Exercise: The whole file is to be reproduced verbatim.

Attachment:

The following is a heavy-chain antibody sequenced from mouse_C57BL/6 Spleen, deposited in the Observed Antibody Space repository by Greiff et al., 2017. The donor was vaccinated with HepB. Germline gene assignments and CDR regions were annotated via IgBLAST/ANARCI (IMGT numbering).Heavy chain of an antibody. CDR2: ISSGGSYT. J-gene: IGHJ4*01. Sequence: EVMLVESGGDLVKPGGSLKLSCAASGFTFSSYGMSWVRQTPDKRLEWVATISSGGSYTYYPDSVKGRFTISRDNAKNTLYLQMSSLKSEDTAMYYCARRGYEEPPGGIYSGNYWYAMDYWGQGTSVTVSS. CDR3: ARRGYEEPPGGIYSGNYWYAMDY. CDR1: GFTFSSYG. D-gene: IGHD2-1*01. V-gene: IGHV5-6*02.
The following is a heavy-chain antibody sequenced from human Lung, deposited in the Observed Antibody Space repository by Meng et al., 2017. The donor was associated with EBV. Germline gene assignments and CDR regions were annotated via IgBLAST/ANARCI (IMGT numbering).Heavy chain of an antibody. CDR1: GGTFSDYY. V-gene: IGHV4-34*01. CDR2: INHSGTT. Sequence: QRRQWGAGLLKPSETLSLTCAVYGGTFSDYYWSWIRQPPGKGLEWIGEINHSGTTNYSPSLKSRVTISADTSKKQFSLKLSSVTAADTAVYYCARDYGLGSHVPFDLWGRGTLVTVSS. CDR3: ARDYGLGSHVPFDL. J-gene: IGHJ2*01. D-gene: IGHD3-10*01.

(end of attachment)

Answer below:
The following is a heavy-chain antibody sequenced from mouse_C57BL/6 Spleen, deposited in the Observed Antibody Space repository by Greiff et al., 2017. The donor was vaccinated with HepB. Germline gene assignments and CDR regions were annotated via IgBLAST/ANARCI (IMGT numbering).Heavy chain of an antibody. CDR2: ISSGGSYT. J-gene: IGHJ4*01. Sequence: EVMLVESGGDLVKPGGSLKLSCAASGFTFSSYGMSWVRQTPDKRLEWVATISSGGSYTYYPDSVKGRFTISRDNAKNTLYLQMSSLKSEDTAMYYCARRGYEEPPGGIYSGNYWYAMDYWGQGTSVTVSS. CDR3: ARRGYEEPPGGIYSGNYWYAMDY. CDR1: GFTFSSYG. D-gene: IGHD2-1*01. V-gene: IGHV5-6*02.
The following is a heavy-chain antibody sequenced from human Lung, deposited in the Observed Antibody Space repository by Meng et al., 2017. The donor was associated with EBV. Germline gene assignments and CDR regions were annotated via IgBLAST/ANARCI (IMGT numbering).Heavy chain of an antibody. CDR1: GGTFSDYY. V-gene: IGHV4-34*01. CDR2: INHSGTT. Sequence: QRRQWGAGLLKPSETLSLTCAVYGGTFSDYYWSWIRQPPGKGLEWIGEINHSGTTNYSPSLKSRVTISADTSKKQFSLKLSSVTAADTAVYYCARDYGLGSHVPFDLWGRGTLVTVSS. CDR3: ARDYGLGSHVPFDL. J-gene: IGHJ2*01. D-gene: IGHD3-10*01.